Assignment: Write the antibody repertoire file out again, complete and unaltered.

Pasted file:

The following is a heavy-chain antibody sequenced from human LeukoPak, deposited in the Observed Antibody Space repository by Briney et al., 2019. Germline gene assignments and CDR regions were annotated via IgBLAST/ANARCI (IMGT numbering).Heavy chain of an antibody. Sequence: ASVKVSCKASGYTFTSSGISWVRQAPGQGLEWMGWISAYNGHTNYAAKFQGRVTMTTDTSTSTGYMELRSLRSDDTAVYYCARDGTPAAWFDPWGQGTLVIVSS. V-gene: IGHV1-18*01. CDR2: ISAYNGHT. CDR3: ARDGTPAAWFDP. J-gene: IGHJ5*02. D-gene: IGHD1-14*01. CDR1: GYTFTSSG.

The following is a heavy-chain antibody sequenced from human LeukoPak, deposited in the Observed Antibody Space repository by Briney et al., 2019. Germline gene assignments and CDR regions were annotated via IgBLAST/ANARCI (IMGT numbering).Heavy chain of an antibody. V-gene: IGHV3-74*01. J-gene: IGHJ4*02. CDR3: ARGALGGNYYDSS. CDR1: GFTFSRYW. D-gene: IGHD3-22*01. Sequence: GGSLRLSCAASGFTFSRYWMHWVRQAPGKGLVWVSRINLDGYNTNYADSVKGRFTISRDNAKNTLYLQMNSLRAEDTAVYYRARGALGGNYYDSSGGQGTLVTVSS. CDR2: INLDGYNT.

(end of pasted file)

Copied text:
The following is a heavy-chain antibody sequenced from human LeukoPak, deposited in the Observed Antibody Space repository by Briney et al., 2019. Germline gene assignments and CDR regions were annotated via IgBLAST/ANARCI (IMGT numbering).Heavy chain of an antibody. Sequence: ASVKVSCKASGYTFTSSGISWVRQAPGQGLEWMGWISAYNGHTNYAAKFQGRVTMTTDTSTSTGYMELRSLRSDDTAVYYCARDGTPAAWFDPWGQGTLVIVSS. V-gene: IGHV1-18*01. CDR2: ISAYNGHT. CDR3: ARDGTPAAWFDP. J-gene: IGHJ5*02. D-gene: IGHD1-14*01. CDR1: GYTFTSSG.

The following is a heavy-chain antibody sequenced from human LeukoPak, deposited in the Observed Antibody Space repository by Briney et al., 2019. Germline gene assignments and CDR regions were annotated via IgBLAST/ANARCI (IMGT numbering).Heavy chain of an antibody. V-gene: IGHV3-74*01. J-gene: IGHJ4*02. CDR3: ARGALGGNYYDSS. CDR1: GFTFSRYW. D-gene: IGHD3-22*01. Sequence: GGSLRLSCAASGFTFSRYWMHWVRQAPGKGLVWVSRINLDGYNTNYADSVKGRFTISRDNAKNTLYLQMNSLRAEDTAVYYRARGALGGNYYDSSGGQGTLVTVSS. CDR2: INLDGYNT.